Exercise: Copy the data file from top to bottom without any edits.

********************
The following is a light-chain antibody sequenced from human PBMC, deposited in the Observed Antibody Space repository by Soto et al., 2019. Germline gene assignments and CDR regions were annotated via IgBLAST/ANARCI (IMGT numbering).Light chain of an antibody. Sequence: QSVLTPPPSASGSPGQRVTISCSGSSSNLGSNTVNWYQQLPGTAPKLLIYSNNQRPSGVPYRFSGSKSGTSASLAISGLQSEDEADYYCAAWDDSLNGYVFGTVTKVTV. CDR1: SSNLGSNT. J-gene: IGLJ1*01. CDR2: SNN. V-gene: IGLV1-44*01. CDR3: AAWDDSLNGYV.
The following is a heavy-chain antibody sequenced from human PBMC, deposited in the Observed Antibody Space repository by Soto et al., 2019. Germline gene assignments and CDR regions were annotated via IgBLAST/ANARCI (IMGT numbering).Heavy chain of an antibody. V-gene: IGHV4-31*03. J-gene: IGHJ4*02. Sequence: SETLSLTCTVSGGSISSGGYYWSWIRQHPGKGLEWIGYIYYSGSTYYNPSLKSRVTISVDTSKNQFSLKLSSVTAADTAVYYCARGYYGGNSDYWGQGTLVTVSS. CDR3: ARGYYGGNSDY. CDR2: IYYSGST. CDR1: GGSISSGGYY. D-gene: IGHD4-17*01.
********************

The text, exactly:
The following is a light-chain antibody sequenced from human PBMC, deposited in the Observed Antibody Space repository by Soto et al., 2019. Germline gene assignments and CDR regions were annotated via IgBLAST/ANARCI (IMGT numbering).Light chain of an antibody. Sequence: QSVLTPPPSASGSPGQRVTISCSGSSSNLGSNTVNWYQQLPGTAPKLLIYSNNQRPSGVPYRFSGSKSGTSASLAISGLQSEDEADYYCAAWDDSLNGYVFGTVTKVTV. CDR1: SSNLGSNT. J-gene: IGLJ1*01. CDR2: SNN. V-gene: IGLV1-44*01. CDR3: AAWDDSLNGYV.
The following is a heavy-chain antibody sequenced from human PBMC, deposited in the Observed Antibody Space repository by Soto et al., 2019. Germline gene assignments and CDR regions were annotated via IgBLAST/ANARCI (IMGT numbering).Heavy chain of an antibody. V-gene: IGHV4-31*03. J-gene: IGHJ4*02. Sequence: SETLSLTCTVSGGSISSGGYYWSWIRQHPGKGLEWIGYIYYSGSTYYNPSLKSRVTISVDTSKNQFSLKLSSVTAADTAVYYCARGYYGGNSDYWGQGTLVTVSS. CDR3: ARGYYGGNSDY. CDR2: IYYSGST. CDR1: GGSISSGGYY. D-gene: IGHD4-17*01.